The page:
25 Need for “One Voice”…. Fragmented supports that are not linked across systems… Not based on function of behaviors… Lack breadth and depth to effectively change behavior… Implemented with low intensity, low fidelity = poor outcome… Cynicism by student/family towards interventions… Apathy by support providers…

26 External Community Supports
I hear “One Voice” Academic Support System: Response to Intervention Social/Behavior Support System: School-wide PBS Context for: Person Centered Planning, Functional Assessment & Wraparound

27 What is a conceptual model?
A mental model that represents “concepts” and relationships between them. Formulation of a written description and visual representation of predicted relationships.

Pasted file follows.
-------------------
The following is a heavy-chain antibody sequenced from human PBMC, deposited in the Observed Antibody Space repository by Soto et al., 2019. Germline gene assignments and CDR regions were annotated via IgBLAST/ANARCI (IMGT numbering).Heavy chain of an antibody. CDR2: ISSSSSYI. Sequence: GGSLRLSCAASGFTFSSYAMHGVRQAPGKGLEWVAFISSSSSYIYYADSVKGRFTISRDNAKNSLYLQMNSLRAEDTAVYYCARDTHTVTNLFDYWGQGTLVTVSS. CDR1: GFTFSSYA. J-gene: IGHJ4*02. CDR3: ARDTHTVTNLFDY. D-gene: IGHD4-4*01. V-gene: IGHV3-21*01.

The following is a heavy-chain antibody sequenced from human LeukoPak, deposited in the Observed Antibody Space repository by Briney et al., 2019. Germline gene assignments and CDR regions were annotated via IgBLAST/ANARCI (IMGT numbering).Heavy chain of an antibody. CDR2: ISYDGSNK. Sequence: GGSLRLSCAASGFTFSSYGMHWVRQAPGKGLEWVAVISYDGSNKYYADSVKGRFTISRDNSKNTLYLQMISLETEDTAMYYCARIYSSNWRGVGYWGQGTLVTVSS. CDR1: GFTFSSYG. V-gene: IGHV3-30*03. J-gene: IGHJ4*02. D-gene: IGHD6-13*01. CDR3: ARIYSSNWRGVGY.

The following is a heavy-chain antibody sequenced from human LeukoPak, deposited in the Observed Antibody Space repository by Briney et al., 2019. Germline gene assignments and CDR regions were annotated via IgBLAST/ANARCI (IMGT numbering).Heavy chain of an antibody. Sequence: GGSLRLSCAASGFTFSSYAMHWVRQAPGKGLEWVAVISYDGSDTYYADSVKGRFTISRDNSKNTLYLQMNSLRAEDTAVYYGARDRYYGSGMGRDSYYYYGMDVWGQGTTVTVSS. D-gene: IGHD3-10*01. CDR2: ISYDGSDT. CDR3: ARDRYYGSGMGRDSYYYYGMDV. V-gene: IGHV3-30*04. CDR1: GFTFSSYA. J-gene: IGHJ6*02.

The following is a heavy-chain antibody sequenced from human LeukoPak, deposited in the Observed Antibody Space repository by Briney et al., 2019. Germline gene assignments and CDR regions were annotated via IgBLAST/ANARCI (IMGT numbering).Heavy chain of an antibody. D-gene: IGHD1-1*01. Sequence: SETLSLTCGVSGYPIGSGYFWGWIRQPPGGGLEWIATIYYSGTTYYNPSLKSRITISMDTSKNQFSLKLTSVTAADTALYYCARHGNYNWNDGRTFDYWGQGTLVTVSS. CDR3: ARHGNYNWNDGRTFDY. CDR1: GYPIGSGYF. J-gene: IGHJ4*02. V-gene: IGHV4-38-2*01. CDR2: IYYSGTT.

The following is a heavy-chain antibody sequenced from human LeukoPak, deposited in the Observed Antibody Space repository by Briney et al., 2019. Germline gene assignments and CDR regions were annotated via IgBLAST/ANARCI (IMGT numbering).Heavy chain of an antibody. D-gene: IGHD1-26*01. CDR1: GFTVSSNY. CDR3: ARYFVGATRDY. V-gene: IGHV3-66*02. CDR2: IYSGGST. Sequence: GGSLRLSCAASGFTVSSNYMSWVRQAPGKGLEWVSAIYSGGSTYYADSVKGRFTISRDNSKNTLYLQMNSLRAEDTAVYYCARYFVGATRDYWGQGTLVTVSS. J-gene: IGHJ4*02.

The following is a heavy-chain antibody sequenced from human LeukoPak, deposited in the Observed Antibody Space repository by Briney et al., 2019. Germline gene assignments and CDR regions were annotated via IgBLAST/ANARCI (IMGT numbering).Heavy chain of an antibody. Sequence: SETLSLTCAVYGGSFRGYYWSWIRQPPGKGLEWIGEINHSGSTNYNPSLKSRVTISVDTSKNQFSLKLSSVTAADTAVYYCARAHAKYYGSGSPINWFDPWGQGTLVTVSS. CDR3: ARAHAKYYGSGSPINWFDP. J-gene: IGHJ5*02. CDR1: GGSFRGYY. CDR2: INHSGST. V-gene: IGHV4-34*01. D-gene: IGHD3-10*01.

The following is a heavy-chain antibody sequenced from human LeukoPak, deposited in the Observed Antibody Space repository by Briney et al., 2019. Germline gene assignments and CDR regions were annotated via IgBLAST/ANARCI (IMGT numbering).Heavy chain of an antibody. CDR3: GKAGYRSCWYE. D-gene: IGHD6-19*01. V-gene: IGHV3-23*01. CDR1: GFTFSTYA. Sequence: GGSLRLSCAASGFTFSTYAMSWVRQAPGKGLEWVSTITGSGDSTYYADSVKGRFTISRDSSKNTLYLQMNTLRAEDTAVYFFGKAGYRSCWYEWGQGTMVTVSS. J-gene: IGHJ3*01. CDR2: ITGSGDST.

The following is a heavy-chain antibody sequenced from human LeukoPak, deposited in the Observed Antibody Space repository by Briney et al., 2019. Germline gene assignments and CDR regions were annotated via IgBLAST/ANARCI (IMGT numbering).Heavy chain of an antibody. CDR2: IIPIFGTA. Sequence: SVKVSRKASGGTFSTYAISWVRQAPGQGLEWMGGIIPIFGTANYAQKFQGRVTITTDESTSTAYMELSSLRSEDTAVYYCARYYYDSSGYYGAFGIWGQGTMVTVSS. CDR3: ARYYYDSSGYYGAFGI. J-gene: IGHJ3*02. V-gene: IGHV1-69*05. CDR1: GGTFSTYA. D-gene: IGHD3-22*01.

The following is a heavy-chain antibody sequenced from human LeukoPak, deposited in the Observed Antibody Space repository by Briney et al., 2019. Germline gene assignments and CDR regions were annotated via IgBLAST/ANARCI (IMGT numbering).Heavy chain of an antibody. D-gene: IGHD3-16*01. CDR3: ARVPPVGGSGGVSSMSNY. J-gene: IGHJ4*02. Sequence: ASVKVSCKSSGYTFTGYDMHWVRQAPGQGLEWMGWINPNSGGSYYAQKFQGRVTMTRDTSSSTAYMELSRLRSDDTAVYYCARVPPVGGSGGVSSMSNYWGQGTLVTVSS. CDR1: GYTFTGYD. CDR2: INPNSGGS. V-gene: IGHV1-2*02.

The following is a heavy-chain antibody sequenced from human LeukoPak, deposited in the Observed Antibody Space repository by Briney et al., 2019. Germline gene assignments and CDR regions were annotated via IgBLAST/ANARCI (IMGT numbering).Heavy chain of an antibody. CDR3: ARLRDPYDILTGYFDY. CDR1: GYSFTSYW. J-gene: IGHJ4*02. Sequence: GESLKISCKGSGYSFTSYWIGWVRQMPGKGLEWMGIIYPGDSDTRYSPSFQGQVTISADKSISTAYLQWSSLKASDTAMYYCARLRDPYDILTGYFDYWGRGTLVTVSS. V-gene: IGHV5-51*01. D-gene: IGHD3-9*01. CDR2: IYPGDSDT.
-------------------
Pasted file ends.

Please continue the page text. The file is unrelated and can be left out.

28 Dyadic Discussion Practice
Read the assigned article (30 minutes) Break into a group with 4-5 other people who read the same article and discuss (5 minutes) Share out the conceptual model presented in your article

29 Sailor & Roger, 2005 In SAM, who guides instruction for students with special needs?

30 Sailor, 2008 Contrast the medical model vs “New Service Model” OR RTI as presented by Sailor

31 Thompson, Wehmeyer, & Hughes, 2010
Explain the person-environment fit model presented

32 Loman et al., 2010 What are the 3 dimensions of self-determination?
What were the 5 practices that met the conditions of self-determination?

33 Six Guiding Principles to Creating an Inclusive School
All instruction is guided by General Education All school resources are configured to benefit all students School Proactively addresses social development and citizenship School is data-based learning organization School has open boundaries in relation to its families and its community District supports school-centered approach and extensive systems-change activities required to implement a school-wide model Sailor & Roger, 2005